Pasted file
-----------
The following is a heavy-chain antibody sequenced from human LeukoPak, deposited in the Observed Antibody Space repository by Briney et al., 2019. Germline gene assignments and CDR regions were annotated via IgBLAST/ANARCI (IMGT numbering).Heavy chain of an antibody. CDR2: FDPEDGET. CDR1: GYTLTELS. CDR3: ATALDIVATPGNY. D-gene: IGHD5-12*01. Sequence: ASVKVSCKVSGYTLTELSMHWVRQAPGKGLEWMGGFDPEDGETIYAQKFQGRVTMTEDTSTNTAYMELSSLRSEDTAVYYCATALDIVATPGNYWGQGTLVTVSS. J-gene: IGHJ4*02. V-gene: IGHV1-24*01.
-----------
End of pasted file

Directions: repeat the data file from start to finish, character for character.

The following is a heavy-chain antibody sequenced from human LeukoPak, deposited in the Observed Antibody Space repository by Briney et al., 2019. Germline gene assignments and CDR regions were annotated via IgBLAST/ANARCI (IMGT numbering).Heavy chain of an antibody. CDR2: FDPEDGET. CDR1: GYTLTELS. CDR3: ATALDIVATPGNY. D-gene: IGHD5-12*01. Sequence: ASVKVSCKVSGYTLTELSMHWVRQAPGKGLEWMGGFDPEDGETIYAQKFQGRVTMTEDTSTNTAYMELSSLRSEDTAVYYCATALDIVATPGNYWGQGTLVTVSS. J-gene: IGHJ4*02. V-gene: IGHV1-24*01.